Even an Advance Warning Didn’t Save Cyclist’s Life
“After a Seattle bicyclist died from a fall down some stairs near a poorly marked bike path,” begins the Seattlepi.com story, “a city transportation official said his department had not received any complaints about the stairs before the death.”
Vivace’s Brian Fairbrother crashed on some hard-to-see steps near 1177 Fairview Avenue North around 6 p.m. on August 30, 2011. He was removed from life support on September 8.
But Michael Hoffman, a 31-year-old scientist at the University of Washington, provided Seattlepi.com and The SunBreak with an email he sent to the City of Seattle’s Parks Department in 2008, after he rode the newly completed Cheshiahud Lake Union Loop.
Some commenters on my earlier post (“Did a Bike Path Just Kill a Seattle Cyclist?“) took issue with the term “bike path,” since the stretch in question is clearly a sidewalk with no particular work done to make it more or less safer for bikes. But the City publicizes it as part of a “multi-use loop” and if you look closely at the map of the loop, those are little blue bicycles riding along…a sidewalk. Clearly, the map is not the territory.
As the Parks Department had put up a sign soliciting feedback, Hoffman responded with an alarming prescience:
It was nice ride in general but there were a few places that were a bit confusing or even dangerous for an unfamiliar rider. I’m not sure if the loop is considered finished yet but I thought these comments might be helpful. [...] There is a bit on the east side where the trail seems to go down a lot of steps and then back up. It is not apparent until you are near the steps that they are actually steps rather than a ramp. I think this is dangerous currently. I would strongly recommend some warning signs here. If cyclists are meant to instead travel on the nearby road against the traffic flow, the trail needs signage and road markings to indicate this.
David Graves, a senior planner with Seattle Parks & Recreation, wrote back, saying: “Due to the traffic flow, the counter clockwise direction is more challenging to navigate on a bicycle than clockwise! As we work on drafting a Master plan for the loop, we will keep your comments in mind.”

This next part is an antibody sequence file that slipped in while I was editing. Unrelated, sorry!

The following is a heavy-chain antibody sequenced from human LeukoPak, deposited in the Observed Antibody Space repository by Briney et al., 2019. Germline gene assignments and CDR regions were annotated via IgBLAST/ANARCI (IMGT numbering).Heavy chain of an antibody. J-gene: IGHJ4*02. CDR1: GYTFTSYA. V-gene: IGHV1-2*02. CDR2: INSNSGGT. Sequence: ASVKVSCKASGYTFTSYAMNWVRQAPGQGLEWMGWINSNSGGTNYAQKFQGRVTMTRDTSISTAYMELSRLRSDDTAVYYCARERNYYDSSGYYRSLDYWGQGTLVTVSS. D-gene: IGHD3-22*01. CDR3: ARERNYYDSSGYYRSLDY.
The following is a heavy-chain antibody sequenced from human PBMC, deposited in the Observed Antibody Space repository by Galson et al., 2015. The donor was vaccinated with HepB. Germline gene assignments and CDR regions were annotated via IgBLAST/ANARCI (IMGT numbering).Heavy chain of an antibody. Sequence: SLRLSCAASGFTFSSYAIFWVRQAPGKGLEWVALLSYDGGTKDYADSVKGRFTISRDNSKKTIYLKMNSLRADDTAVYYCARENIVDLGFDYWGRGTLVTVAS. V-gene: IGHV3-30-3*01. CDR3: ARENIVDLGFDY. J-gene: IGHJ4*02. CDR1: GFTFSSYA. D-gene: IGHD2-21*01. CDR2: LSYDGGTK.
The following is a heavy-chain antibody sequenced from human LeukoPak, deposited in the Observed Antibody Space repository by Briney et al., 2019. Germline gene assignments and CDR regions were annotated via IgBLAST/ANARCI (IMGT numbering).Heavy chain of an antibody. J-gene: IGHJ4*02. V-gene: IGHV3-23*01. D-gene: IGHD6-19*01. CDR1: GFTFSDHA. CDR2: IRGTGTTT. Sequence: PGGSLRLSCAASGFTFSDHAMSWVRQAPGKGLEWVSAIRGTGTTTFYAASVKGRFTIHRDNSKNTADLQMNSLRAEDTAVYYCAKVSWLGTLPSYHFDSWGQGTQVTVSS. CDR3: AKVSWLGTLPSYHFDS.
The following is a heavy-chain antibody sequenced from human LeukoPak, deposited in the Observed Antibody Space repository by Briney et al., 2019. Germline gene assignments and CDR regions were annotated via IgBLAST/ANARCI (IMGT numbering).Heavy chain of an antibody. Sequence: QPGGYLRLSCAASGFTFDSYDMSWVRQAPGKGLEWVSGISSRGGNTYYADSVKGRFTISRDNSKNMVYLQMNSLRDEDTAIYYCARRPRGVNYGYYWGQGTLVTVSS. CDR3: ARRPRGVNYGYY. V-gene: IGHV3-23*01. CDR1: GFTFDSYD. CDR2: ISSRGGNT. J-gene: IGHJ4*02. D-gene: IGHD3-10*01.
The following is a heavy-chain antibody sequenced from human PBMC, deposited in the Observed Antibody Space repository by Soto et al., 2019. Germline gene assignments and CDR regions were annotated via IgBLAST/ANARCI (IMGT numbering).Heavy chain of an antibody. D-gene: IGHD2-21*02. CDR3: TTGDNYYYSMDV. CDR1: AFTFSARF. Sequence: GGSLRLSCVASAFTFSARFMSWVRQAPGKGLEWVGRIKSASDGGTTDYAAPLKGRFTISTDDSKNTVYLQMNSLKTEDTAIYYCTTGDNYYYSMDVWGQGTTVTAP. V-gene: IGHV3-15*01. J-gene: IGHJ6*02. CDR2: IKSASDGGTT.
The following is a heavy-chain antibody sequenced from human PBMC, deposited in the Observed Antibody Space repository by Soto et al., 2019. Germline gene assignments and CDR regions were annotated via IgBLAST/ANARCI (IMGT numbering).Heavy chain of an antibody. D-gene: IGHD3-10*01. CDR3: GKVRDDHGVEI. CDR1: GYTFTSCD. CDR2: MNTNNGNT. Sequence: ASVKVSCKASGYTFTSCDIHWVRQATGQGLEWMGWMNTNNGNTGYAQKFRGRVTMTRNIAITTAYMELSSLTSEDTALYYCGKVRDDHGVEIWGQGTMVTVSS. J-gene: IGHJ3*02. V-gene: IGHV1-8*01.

When I first asked Seattle Department of Transportation spokesperson to comment on this, she referred me to Parks spokesperson Dewey Potter. Potter confirmed via email that Hoffman’s comments had been received and shared with SDOT:
It was one of many comments received during that process. Parks did share it with SDOT, as the planning team included staff from both departments. It is my understanding that SDOT intends to install signage at the site next week…
Signage is better than the nothing SDOT provided for the past three years, but if the City is going to prompt cyclists to ride on a sidewalk, there are also safety gates that let pedestrians pass but prevent bicycles from riding into danger zones. (It probably wouldn’t hurt to slow down runners and inline skaters as well.)
One of the odd disconnects that still separates car drivers from cyclists appeared in comments on my original post. Was Fairbrother wearing a helmet? (He was.) Was perhaps a 50-year-old man on a road bike trying to jump a flight of stairs? (It seems unlikely.) Why wasn’t he paying closer attention? (This is a question Buddha has asked all of us. I ask it every single day of car drivers on their cell phones.)